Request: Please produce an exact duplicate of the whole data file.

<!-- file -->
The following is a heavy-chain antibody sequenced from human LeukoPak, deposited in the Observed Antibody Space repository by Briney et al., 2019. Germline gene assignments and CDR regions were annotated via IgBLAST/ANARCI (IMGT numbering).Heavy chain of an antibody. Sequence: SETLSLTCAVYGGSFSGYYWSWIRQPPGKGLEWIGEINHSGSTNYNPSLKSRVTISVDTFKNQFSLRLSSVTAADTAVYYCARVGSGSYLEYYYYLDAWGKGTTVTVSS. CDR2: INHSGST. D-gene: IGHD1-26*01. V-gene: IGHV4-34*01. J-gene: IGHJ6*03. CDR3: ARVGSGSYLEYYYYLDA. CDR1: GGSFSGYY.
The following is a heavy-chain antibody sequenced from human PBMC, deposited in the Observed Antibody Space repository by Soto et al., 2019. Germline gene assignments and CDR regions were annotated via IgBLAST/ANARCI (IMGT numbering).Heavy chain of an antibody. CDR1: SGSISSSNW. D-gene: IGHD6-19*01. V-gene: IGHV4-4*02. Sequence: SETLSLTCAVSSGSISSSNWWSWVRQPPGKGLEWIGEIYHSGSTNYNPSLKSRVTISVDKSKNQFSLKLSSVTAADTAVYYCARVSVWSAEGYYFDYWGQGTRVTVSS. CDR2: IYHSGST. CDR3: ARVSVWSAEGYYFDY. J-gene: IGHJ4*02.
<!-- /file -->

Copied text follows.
The following is a heavy-chain antibody sequenced from human LeukoPak, deposited in the Observed Antibody Space repository by Briney et al., 2019. Germline gene assignments and CDR regions were annotated via IgBLAST/ANARCI (IMGT numbering).Heavy chain of an antibody. Sequence: SETLSLTCAVYGGSFSGYYWSWIRQPPGKGLEWIGEINHSGSTNYNPSLKSRVTISVDTFKNQFSLRLSSVTAADTAVYYCARVGSGSYLEYYYYLDAWGKGTTVTVSS. CDR2: INHSGST. D-gene: IGHD1-26*01. V-gene: IGHV4-34*01. J-gene: IGHJ6*03. CDR3: ARVGSGSYLEYYYYLDA. CDR1: GGSFSGYY.
The following is a heavy-chain antibody sequenced from human PBMC, deposited in the Observed Antibody Space repository by Soto et al., 2019. Germline gene assignments and CDR regions were annotated via IgBLAST/ANARCI (IMGT numbering).Heavy chain of an antibody. CDR1: SGSISSSNW. D-gene: IGHD6-19*01. V-gene: IGHV4-4*02. Sequence: SETLSLTCAVSSGSISSSNWWSWVRQPPGKGLEWIGEIYHSGSTNYNPSLKSRVTISVDKSKNQFSLKLSSVTAADTAVYYCARVSVWSAEGYYFDYWGQGTRVTVSS. CDR2: IYHSGST. CDR3: ARVSVWSAEGYYFDY. J-gene: IGHJ4*02.